Birds may be the theme for the excellent Black Feathers: Dark Avian Tales, but it is human interaction with our feathered friends (and enemies) that provides the darkness as well as the diversity in these 15 stories (13 original, two republished) and one poem. Not surprisingly, corvidae—traditional birds of ill omen and intermediaries between life and death—tend to turn up more than other phyla, but that does nothing to diminish the variety of the tales.
It is difficult to single out the best stories. All are well written and imaginative; favorites may depend, at least in part, on personal preference…Priya Sharma closes the volume with one of the strongest stories, “The Crow Palace.” After her father’s death, Julie returns home to handle the usual post-mortem consequences plus deciding the future care of her twin sister, Pippa, who has cerebral palsy. Julie, who found her mother’s suicided body at a young age, is cold and emotionless, although she loves her sister. Birds play a supernaturally sinister role in this cinematic and truly terrifying tale. Paula Guran for Locus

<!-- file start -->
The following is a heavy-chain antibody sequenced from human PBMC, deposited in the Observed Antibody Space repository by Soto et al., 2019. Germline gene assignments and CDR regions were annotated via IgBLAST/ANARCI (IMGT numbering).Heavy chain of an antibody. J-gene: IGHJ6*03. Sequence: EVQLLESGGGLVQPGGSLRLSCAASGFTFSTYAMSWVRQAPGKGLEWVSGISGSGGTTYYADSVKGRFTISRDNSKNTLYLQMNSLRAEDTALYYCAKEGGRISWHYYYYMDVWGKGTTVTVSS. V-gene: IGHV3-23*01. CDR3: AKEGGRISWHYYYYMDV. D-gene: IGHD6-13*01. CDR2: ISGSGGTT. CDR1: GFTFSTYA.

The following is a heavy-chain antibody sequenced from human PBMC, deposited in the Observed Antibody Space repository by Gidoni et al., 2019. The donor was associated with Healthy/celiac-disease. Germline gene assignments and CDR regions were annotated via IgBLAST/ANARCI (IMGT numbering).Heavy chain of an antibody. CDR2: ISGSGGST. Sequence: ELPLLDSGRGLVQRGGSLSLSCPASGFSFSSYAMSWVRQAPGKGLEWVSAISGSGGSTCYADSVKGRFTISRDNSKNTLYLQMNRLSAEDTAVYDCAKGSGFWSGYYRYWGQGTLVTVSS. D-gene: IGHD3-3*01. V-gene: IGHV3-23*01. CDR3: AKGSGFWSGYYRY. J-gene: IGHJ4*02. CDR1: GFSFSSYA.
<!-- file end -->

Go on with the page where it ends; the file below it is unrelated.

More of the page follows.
As its title suggests, the stories in Black Feathers: Dark Avian Tales, Ellen Datlow’s strong new anthology, take place at the darker end of the literary spectrum. In these stories, birds are both symbols and plot devices, figures for the characters’ interior states, and mechanisms by which those states are realized. These birds are the literary descendants of those who fly through Daphne du Maurier’s, familiar creatures rendered strange and terrible. The result is a flock of stories among the year’s most memorable and disturbing. John Langan for Locus